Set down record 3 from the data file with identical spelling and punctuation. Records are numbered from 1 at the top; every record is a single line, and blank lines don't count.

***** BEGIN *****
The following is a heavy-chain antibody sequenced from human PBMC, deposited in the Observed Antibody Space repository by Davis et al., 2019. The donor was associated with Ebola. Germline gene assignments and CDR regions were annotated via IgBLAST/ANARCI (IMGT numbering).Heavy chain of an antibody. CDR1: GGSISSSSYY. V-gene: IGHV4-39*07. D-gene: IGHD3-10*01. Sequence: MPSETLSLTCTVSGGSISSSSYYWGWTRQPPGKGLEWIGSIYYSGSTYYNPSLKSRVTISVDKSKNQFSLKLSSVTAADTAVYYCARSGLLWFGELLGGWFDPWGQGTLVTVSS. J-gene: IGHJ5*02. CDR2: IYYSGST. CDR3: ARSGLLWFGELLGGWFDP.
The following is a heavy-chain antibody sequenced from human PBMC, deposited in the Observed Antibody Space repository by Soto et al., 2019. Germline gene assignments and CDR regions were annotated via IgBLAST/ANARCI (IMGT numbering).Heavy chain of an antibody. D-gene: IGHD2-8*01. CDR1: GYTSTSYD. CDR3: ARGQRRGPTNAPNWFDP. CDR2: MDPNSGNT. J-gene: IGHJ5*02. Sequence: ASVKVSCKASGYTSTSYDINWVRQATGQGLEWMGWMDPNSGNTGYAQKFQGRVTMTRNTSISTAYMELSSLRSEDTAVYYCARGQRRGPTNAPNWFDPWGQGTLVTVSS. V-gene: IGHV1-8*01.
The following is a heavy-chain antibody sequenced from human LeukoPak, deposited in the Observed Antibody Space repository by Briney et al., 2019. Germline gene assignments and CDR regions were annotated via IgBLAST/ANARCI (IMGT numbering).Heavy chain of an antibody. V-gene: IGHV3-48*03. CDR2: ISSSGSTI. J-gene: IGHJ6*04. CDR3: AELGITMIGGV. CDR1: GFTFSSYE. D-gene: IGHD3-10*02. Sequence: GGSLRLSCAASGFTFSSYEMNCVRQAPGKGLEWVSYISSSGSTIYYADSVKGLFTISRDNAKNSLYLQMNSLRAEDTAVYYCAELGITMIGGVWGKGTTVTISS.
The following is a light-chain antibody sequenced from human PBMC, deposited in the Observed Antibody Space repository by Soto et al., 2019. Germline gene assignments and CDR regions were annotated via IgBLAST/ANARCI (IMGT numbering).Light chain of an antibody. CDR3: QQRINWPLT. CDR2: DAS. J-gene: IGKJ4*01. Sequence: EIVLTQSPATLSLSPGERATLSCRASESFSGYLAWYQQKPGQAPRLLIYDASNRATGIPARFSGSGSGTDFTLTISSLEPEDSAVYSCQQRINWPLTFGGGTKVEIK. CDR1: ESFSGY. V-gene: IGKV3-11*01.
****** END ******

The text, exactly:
The following is a heavy-chain antibody sequenced from human LeukoPak, deposited in the Observed Antibody Space repository by Briney et al., 2019. Germline gene assignments and CDR regions were annotated via IgBLAST/ANARCI (IMGT numbering).Heavy chain of an antibody. V-gene: IGHV3-48*03. CDR2: ISSSGSTI. J-gene: IGHJ6*04. CDR3: AELGITMIGGV. CDR1: GFTFSSYE. D-gene: IGHD3-10*02. Sequence: GGSLRLSCAASGFTFSSYEMNCVRQAPGKGLEWVSYISSSGSTIYYADSVKGLFTISRDNAKNSLYLQMNSLRAEDTAVYYCAELGITMIGGVWGKGTTVTISS.